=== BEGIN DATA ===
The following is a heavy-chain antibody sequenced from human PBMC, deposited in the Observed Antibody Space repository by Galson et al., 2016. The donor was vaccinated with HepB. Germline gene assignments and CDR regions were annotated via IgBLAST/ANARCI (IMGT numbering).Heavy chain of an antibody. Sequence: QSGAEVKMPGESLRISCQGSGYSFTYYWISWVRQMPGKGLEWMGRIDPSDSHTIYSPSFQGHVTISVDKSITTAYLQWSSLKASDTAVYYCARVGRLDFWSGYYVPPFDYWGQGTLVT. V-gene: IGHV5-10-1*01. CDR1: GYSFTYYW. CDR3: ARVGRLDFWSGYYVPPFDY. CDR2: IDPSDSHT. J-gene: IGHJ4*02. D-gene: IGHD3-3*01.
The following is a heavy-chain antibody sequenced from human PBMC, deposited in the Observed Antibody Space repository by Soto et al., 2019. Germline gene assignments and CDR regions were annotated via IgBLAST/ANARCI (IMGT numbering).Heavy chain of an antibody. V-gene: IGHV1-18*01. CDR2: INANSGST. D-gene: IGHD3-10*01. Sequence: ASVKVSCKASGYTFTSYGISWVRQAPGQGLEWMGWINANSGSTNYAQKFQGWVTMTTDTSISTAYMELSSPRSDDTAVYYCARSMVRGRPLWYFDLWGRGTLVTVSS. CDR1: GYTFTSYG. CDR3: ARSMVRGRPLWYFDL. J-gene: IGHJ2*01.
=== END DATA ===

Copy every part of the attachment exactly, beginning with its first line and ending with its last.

The following is a heavy-chain antibody sequenced from human PBMC, deposited in the Observed Antibody Space repository by Galson et al., 2016. The donor was vaccinated with HepB. Germline gene assignments and CDR regions were annotated via IgBLAST/ANARCI (IMGT numbering).Heavy chain of an antibody. Sequence: QSGAEVKMPGESLRISCQGSGYSFTYYWISWVRQMPGKGLEWMGRIDPSDSHTIYSPSFQGHVTISVDKSITTAYLQWSSLKASDTAVYYCARVGRLDFWSGYYVPPFDYWGQGTLVT. V-gene: IGHV5-10-1*01. CDR1: GYSFTYYW. CDR3: ARVGRLDFWSGYYVPPFDY. CDR2: IDPSDSHT. J-gene: IGHJ4*02. D-gene: IGHD3-3*01.
The following is a heavy-chain antibody sequenced from human PBMC, deposited in the Observed Antibody Space repository by Soto et al., 2019. Germline gene assignments and CDR regions were annotated via IgBLAST/ANARCI (IMGT numbering).Heavy chain of an antibody. V-gene: IGHV1-18*01. CDR2: INANSGST. D-gene: IGHD3-10*01. Sequence: ASVKVSCKASGYTFTSYGISWVRQAPGQGLEWMGWINANSGSTNYAQKFQGWVTMTTDTSISTAYMELSSPRSDDTAVYYCARSMVRGRPLWYFDLWGRGTLVTVSS. CDR1: GYTFTSYG. CDR3: ARSMVRGRPLWYFDL. J-gene: IGHJ2*01.